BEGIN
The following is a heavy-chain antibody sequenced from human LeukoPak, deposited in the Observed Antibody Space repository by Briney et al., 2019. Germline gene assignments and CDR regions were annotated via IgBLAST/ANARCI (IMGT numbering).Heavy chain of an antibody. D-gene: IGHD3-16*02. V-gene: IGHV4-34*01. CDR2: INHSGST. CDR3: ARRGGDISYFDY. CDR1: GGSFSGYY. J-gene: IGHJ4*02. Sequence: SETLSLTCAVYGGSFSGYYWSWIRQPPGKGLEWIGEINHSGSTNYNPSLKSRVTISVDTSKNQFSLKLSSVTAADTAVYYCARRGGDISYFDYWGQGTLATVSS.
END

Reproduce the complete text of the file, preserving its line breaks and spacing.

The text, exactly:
The following is a heavy-chain antibody sequenced from human LeukoPak, deposited in the Observed Antibody Space repository by Briney et al., 2019. Germline gene assignments and CDR regions were annotated via IgBLAST/ANARCI (IMGT numbering).Heavy chain of an antibody. D-gene: IGHD3-16*02. V-gene: IGHV4-34*01. CDR2: INHSGST. CDR3: ARRGGDISYFDY. CDR1: GGSFSGYY. J-gene: IGHJ4*02. Sequence: SETLSLTCAVYGGSFSGYYWSWIRQPPGKGLEWIGEINHSGSTNYNPSLKSRVTISVDTSKNQFSLKLSSVTAADTAVYYCARRGGDISYFDYWGQGTLATVSS.